As to the rationale for an ARM, Mazarek offered Russian mystic Konstantin Tsiolkovskii’s early 20th-century dreams of human expansion into space using extraterrestrial resources. As to the benefits of an ARM, he offered “providing a near-Earth source of space resources for human and robotic space exploration, developing technologies and techniques to enable a future space-based economy based on the processing of asteroidal materials, and providing invaluable operational experience critical to future planetary defense efforts.”
Terrestrial mining has been and continues to be problematic, to say the least, and the overall exploitation of Earth’s resources has benefited the developed world to the detriment of the developing world – or, more simply, the “haves” to the detriment of the “have-nots.” I don’t expect space-based mining to change this equation. I’m also not at all sure that the idea of expanding human presence into space resonates with people and cultures around the world. And if human colonies in space were ever to come to pass – which I’m doubtful about, at least in the foreseeable future – I suspect that, again, developing countries would move their people off the Earth, leaving those less fortunate to live in the mess we’ve made of Earth.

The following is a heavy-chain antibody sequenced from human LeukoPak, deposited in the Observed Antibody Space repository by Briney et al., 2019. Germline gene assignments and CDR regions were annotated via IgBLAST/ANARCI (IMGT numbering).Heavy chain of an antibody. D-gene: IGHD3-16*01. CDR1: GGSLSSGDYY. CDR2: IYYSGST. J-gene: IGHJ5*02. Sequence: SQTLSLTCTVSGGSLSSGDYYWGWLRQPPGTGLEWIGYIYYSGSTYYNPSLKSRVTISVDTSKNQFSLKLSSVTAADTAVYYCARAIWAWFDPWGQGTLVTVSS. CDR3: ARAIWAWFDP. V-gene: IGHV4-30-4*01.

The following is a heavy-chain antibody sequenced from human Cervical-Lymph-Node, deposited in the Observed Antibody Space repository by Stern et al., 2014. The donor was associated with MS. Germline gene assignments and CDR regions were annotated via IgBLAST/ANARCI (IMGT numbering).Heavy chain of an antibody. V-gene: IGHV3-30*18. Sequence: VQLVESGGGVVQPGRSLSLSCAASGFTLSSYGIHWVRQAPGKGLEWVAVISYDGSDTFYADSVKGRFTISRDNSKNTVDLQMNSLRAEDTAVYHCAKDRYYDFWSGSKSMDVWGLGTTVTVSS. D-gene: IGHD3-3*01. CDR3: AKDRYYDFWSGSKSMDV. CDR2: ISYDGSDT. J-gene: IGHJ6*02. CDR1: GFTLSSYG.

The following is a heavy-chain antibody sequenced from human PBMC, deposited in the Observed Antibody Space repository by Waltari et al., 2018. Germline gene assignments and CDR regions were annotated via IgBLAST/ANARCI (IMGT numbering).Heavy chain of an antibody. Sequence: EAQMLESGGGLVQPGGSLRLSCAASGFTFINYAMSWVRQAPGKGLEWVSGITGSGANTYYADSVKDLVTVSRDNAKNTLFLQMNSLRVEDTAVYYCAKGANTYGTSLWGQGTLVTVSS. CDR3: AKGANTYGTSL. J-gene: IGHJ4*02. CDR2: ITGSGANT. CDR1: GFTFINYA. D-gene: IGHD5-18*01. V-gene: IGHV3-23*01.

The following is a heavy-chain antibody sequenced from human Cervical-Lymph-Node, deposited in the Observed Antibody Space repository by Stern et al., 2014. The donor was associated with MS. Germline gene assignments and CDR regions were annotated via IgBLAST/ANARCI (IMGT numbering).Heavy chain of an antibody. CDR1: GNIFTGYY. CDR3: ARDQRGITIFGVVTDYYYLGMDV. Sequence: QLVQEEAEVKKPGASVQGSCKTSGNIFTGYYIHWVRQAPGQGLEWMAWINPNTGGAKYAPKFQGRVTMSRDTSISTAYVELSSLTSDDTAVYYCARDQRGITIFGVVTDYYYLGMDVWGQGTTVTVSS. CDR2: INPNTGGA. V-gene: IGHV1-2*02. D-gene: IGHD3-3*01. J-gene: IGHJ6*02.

Discovering, tracking, observing, and otherwise learning as much as we can about near-Earth objects makes sense. NEO impacts with Earth have occurred throughout the history of our planet. The difference between the present – say, the past few hundred years) – and the past – the previous 4.5 billion years of Earth’s existence – is that 7 billion people now live on the planet. In 1950, according to the United Nations, in 1950 the global population totaled 2.5 billion. In 2000, it reached 6.1 billion. Today it’s over 7 billion. Global population projections for 2050 range from 8.9 billion to 10.6 billion.
For billions of years, Earth and the life on it have recovered from NEO impacts. It’s all the people on the planet today that render future NEO impacts such “threats.” Working on options to deflect potentially hazardous asteroids is a good idea, as is preparing for NEO impact migitation. Building a NEO deflection mission around the use of nuclear weapons is problematic on many levels, starting on the ground, where the mining and processing and handling of radioactive material is still unsafe, not to mention that, in my humble opinion, continuing to build and stockpile nuclear weapons is an idea whose time has gone. As to the ARM, thus far, beyond proponents in the White House and at NASA, neither the space policy community nor the broader “public” has wholeheartedly embraced the ARM idea. Meanwhile, Congress and the White House have a long way to go toward approving a budget for NASA for 2014. Stay tuned to the discourse on the ARM….